Event returns to MLK Commons to raise funds for Tanzania NGO
Tanzania Development Support (TDS), a non-governmental organization based in DeKalb and co-founded by NIU Division of Public Administration Director Kurt Thurmaier, is sponsoring its second Walk with Water fundraising event.
The event will be held from 2 to 5 p.m. Wednesday, Oct. 16, in the Martin Luther King Jr. Memorial Commons on the NIU campus.
It aims to raise funds for construction of a library in Nyegina, Tanzania, and give students and NIU community members the opportunity to better understand the hardships faced by people in countries where water is in short supply.
”The clean, safe tap water we take for granted is unimaginable to millions of Tanzanians,” Thurmaier said. “Educating girls and boys is the best investment to help them escape poverty and be able to afford clean drinking water and lead productive lives.”
In some countries, people spend their entire days walking miles to get water. The task is typically assigned to children, most often girls, who walk for water instead of going to school.
TDS volunteers have seen this in Nyegina, where girls, sometimes barefoot, walk along the roadside carrying their yellow containers, large enough to hold four or five gallons. Once the containers are full, the girls balance them on their heads or strap them to their backs. The water is often dirty and contaminated with bacteria, but it’s all that is available.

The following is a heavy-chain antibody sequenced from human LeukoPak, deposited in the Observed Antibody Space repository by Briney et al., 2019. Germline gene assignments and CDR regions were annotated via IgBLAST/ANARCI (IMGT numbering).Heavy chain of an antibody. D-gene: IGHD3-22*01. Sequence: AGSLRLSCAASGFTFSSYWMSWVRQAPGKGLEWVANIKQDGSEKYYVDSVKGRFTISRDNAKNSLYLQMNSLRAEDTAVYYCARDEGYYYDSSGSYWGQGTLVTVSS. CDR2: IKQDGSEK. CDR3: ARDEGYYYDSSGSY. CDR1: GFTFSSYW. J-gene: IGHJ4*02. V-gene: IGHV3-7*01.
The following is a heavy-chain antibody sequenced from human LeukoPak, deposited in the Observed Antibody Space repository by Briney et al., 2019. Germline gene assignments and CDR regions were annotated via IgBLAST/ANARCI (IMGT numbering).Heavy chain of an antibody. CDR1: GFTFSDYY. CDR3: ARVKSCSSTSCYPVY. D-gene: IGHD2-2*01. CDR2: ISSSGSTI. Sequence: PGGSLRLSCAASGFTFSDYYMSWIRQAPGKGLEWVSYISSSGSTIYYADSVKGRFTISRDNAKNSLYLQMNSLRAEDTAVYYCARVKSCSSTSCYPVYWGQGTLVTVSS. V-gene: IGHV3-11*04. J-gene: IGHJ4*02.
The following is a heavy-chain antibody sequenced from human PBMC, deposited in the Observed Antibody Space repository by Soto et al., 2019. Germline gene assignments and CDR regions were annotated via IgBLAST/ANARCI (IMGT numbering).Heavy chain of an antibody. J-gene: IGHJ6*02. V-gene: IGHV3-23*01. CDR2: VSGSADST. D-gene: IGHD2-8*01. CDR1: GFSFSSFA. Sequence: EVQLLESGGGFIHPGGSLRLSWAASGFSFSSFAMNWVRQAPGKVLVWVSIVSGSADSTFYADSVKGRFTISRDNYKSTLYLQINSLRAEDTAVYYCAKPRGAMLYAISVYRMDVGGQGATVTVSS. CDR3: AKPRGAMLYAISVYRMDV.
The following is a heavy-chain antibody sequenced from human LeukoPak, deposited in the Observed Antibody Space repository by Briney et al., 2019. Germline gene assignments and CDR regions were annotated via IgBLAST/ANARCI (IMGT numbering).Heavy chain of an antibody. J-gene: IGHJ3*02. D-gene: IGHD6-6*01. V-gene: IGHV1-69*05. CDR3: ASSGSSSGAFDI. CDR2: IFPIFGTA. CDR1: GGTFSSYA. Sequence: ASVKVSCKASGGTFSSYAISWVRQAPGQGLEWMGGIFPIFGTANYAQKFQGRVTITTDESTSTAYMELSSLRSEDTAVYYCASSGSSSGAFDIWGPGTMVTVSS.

Participants in the Walk with Water fundraiser will carry clean water, walk on flat terrain and wear shoes. They are asked to complete as many laps around the Commons as possible while carrying up to five gallons of water. Tanzanian men’s shirts and women’s kangas (wrap-around skirts) will be available to all participants to wear while walking.
Individuals and teams raise money for TDS by asking sponsors to donate based on the number of laps completed. Several NIU teams are already planning to participate.
A similar event in April (see photos) on the NIU campus raised more than $2,500. The money helped purchase materials to start constructing the library and community resource center, which will serve about 2,000 students and village residents in a rural community in northwest Tanzania.
This year’s event at NIU also will feature an address from Liz Mach, a registered nurse who has been working as a Maryknoll lay missionary in Tanzania and Sudan for more than 35 years. Her passion and work focuses on preventable health issues experienced by women and girls in Tanzania today.
Mach works in the same region as TDS. She is acutely aware that education of girls is the road to improving the health of women and their children, lowering the rate of teen pregnancy, postponing marriage and reducing poverty.
Mach will also give a campus lecture, “Poverty Effects on Women’s Health in Tanzania,” at 11 a.m. Thursday, Oct. 17, in Room 204 of Wirtz Hall. The talk is sponsored by the College of Health and Human Sciences.
Additionally, TDS is sponsoring two free community presentations by Mach. The first will be held at 7 p.m. Wednesday, Oct. 16, in the parish activity center of St. Mary’s Church, 322 Waterman St. in Sycamore. Refreshments will be served following the presentation.
Mach will also speak at 5 p.m. Thursday, Oct. 17, at the Unitarian Universalist Fellowship of DeKalb, 158 N. Fourth St. Refreshments will be served at 4:30 p.m. prior to the presentation.
For more information on upcoming events, contact Sandra Dawson, a faculty member in the NIU Department of History and TDS board member, at email@example.com.